Now that we’re all remote, my team has been having frequent two- or three-hour meetings with the boss and others (on Zoom, but without cameras), and this has been causing me a lot of stress. Any contribution I have to make will be in the first hour and then the meetings usually degenerate in the second hour to just a dialogue between the boss and another person. Meanwhile, my inbox fills and work goes undone. 

I am an introverted, technical person who needs my full focus for most tasks. I find these meetings mentally and emotionally exhausting and of little use. Is there a diplomatic way to exit these types of meetings after the first hour?

If your boss is reasonable, you should be able to duck out when the meeting has clearly moved on from the topics you’re involved with. The next time you’re talking to your boss, say this: “Is it okay if I jump off of calls like X and Y when we’re done with the parts of the agenda that involve me? We’ve been having pretty long meetings where the last half ends up being about topics like (examples), and I don’t feel right staying on for another hour or more when I have so much work waiting for me.”

Alternately, you can try speaking up in the moment when you can tell you’re no longer needed: “I think we’ve moved on from the topics you need me for, and I could use the time for (project). Okay if I jump off?”

‘Can I be laid off while I’m on maternity leave?’

I’m six months pregnant and work at a nonprofit. We’re still open and working from home, but I know that a lot of donors are giving less and some are even trying to back out of previously promised funds. Additionally, we had to cancel a big annual event that gains a sizable amount of our yearly donations. It’s been a hectic couple of weeks, and my workload has increased a lot, and I have been thinking of my maternity leave as the light at the end of the tunnel. But now, with everything going on, I was wondering, Could I be laid off during my maternity leave if things continue to go south for the org?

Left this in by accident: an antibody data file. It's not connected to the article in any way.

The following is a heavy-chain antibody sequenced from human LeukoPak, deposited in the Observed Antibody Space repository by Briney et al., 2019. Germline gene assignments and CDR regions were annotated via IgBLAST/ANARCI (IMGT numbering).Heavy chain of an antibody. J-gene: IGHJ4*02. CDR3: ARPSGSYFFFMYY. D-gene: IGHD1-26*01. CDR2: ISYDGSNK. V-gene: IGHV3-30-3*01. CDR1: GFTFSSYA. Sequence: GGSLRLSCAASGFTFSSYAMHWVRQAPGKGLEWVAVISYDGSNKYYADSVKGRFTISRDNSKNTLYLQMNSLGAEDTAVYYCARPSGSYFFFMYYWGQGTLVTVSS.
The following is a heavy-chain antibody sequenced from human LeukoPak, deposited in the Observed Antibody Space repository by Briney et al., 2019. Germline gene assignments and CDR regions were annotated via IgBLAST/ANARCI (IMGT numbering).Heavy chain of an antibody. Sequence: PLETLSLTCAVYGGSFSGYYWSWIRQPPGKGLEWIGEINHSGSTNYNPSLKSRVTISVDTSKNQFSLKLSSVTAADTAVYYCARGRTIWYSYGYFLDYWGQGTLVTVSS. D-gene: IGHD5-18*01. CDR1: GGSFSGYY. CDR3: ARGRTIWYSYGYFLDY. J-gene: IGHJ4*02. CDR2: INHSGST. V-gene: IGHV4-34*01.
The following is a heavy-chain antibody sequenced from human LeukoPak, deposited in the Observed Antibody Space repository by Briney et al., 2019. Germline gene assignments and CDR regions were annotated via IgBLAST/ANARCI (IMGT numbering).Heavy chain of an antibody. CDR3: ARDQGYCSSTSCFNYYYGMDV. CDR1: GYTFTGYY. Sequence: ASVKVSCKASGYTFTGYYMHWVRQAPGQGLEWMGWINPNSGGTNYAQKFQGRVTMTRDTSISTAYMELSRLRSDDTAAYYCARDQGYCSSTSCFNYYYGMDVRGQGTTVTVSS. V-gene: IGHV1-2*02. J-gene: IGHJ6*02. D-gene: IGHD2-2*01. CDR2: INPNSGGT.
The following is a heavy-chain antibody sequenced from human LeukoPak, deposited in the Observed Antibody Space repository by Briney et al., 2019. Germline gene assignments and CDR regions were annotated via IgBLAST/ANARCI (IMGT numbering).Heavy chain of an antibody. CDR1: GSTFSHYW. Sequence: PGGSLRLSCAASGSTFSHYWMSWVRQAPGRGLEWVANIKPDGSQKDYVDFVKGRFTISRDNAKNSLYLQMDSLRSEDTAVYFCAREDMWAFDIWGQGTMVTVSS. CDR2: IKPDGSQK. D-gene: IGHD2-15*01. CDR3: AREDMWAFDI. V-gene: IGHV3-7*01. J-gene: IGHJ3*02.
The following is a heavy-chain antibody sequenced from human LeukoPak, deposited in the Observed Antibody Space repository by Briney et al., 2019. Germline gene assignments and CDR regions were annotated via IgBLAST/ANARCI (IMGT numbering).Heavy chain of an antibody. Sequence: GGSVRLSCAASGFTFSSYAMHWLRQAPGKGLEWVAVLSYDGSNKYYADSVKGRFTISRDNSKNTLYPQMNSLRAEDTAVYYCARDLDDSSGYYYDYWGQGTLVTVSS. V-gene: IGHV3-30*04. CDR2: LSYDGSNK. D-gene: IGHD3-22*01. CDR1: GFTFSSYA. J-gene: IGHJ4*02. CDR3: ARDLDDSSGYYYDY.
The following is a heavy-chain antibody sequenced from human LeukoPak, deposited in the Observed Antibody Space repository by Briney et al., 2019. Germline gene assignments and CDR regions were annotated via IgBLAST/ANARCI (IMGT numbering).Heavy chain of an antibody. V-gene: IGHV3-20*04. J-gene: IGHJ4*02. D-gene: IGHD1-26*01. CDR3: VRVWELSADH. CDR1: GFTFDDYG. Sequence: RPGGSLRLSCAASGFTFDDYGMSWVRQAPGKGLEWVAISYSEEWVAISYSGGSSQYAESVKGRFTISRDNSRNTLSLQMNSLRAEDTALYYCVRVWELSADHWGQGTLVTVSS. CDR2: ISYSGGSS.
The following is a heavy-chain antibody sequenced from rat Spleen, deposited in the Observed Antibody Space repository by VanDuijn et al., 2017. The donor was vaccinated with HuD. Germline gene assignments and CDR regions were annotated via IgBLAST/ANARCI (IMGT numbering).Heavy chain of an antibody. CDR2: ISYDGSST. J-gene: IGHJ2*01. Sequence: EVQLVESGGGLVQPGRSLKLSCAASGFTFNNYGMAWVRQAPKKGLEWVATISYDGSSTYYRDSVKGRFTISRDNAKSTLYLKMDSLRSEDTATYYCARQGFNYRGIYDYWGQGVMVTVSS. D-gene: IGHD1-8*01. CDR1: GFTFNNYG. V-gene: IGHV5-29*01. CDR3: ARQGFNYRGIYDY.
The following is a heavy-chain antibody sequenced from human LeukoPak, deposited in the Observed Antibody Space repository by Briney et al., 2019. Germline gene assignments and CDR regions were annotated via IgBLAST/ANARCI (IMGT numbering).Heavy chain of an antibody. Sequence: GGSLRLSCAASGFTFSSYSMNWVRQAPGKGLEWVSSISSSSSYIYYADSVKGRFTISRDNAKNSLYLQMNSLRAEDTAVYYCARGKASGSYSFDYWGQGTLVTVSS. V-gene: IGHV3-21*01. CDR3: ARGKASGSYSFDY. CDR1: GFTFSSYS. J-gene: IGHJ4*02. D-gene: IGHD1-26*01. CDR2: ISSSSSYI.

And if I were to be laid off, what would happen? How suddenly would I lose access to FMLA/pay? I’m really hoping that it does not happen, but with things changing rapidly every day, I want to prepare.

I wish I had a different answer for you, but you can indeed be laid off while you’re on maternity leave. The reason you’re laid off can’t be because you’re on maternity leave, but if the organization decides to eliminate your position, they can move forward with that even when you’re on leave.

How soon you’d lose access to your benefits and pay depends on how your employer chooses to do things. Some employers have layoffs take effect immediately and others give more notice. Some cover people’s health insurance for a period of time, and others don’t. Most employers offer severance when they’re laying people off (as opposed to firing them, when they might not), although the reality is that some genuinely don’t have the money to offer it right now.

One thing to know is that you can always try negotiating things like more severance or longer health-insurance coverage. Your employer might not be able to provide them given the circumstances, but it’s reasonable to ask.

Order Alison Green’s book Ask a Manager: How to Navigate Clueless Colleagues, Lunch-Stealing Bosses, and the Rest of Your Life at Work here. Got a question for her? Email Her advice column appears here every Tuesday.

‘Should I Ask an Employee to Dress Better for Video Calls?’